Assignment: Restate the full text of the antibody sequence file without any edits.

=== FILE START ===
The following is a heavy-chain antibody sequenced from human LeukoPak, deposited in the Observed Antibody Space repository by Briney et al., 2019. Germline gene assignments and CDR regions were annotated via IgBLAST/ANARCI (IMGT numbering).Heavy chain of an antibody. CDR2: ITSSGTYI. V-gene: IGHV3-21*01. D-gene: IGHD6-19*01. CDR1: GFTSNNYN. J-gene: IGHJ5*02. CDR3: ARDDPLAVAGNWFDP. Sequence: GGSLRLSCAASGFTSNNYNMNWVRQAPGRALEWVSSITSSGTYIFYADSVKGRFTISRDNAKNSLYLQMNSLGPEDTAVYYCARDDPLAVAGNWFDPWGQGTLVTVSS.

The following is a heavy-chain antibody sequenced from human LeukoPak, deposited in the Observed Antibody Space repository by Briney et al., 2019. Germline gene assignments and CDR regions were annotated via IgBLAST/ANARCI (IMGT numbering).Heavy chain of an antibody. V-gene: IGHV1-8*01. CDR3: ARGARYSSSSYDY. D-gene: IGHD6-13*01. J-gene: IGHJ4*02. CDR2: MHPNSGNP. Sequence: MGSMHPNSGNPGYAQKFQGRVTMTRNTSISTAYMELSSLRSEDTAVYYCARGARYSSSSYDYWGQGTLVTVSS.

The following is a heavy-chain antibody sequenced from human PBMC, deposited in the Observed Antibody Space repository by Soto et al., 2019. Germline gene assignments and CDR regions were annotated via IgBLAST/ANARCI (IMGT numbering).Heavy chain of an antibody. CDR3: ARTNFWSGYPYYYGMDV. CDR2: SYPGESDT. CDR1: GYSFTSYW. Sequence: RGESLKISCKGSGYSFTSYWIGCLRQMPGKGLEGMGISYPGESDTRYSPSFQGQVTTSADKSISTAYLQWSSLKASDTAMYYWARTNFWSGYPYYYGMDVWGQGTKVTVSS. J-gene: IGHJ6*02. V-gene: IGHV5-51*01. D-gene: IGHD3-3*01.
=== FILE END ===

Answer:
The following is a heavy-chain antibody sequenced from human LeukoPak, deposited in the Observed Antibody Space repository by Briney et al., 2019. Germline gene assignments and CDR regions were annotated via IgBLAST/ANARCI (IMGT numbering).Heavy chain of an antibody. CDR2: ITSSGTYI. V-gene: IGHV3-21*01. D-gene: IGHD6-19*01. CDR1: GFTSNNYN. J-gene: IGHJ5*02. CDR3: ARDDPLAVAGNWFDP. Sequence: GGSLRLSCAASGFTSNNYNMNWVRQAPGRALEWVSSITSSGTYIFYADSVKGRFTISRDNAKNSLYLQMNSLGPEDTAVYYCARDDPLAVAGNWFDPWGQGTLVTVSS.

The following is a heavy-chain antibody sequenced from human LeukoPak, deposited in the Observed Antibody Space repository by Briney et al., 2019. Germline gene assignments and CDR regions were annotated via IgBLAST/ANARCI (IMGT numbering).Heavy chain of an antibody. V-gene: IGHV1-8*01. CDR3: ARGARYSSSSYDY. D-gene: IGHD6-13*01. J-gene: IGHJ4*02. CDR2: MHPNSGNP. Sequence: MGSMHPNSGNPGYAQKFQGRVTMTRNTSISTAYMELSSLRSEDTAVYYCARGARYSSSSYDYWGQGTLVTVSS.

The following is a heavy-chain antibody sequenced from human PBMC, deposited in the Observed Antibody Space repository by Soto et al., 2019. Germline gene assignments and CDR regions were annotated via IgBLAST/ANARCI (IMGT numbering).Heavy chain of an antibody. CDR3: ARTNFWSGYPYYYGMDV. CDR2: SYPGESDT. CDR1: GYSFTSYW. Sequence: RGESLKISCKGSGYSFTSYWIGCLRQMPGKGLEGMGISYPGESDTRYSPSFQGQVTTSADKSISTAYLQWSSLKASDTAMYYWARTNFWSGYPYYYGMDVWGQGTKVTVSS. J-gene: IGHJ6*02. V-gene: IGHV5-51*01. D-gene: IGHD3-3*01.